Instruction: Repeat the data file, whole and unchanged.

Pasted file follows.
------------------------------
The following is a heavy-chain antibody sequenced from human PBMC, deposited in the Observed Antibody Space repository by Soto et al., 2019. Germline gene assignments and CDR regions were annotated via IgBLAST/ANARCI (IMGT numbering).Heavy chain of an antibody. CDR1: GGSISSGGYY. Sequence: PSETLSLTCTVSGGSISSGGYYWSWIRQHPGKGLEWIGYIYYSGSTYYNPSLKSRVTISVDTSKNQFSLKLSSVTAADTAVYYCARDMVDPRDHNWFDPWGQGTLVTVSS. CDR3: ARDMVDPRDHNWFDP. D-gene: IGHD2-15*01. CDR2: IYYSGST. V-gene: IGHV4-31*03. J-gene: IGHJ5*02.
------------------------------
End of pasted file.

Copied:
The following is a heavy-chain antibody sequenced from human PBMC, deposited in the Observed Antibody Space repository by Soto et al., 2019. Germline gene assignments and CDR regions were annotated via IgBLAST/ANARCI (IMGT numbering).Heavy chain of an antibody. CDR1: GGSISSGGYY. Sequence: PSETLSLTCTVSGGSISSGGYYWSWIRQHPGKGLEWIGYIYYSGSTYYNPSLKSRVTISVDTSKNQFSLKLSSVTAADTAVYYCARDMVDPRDHNWFDPWGQGTLVTVSS. CDR3: ARDMVDPRDHNWFDP. D-gene: IGHD2-15*01. CDR2: IYYSGST. V-gene: IGHV4-31*03. J-gene: IGHJ5*02.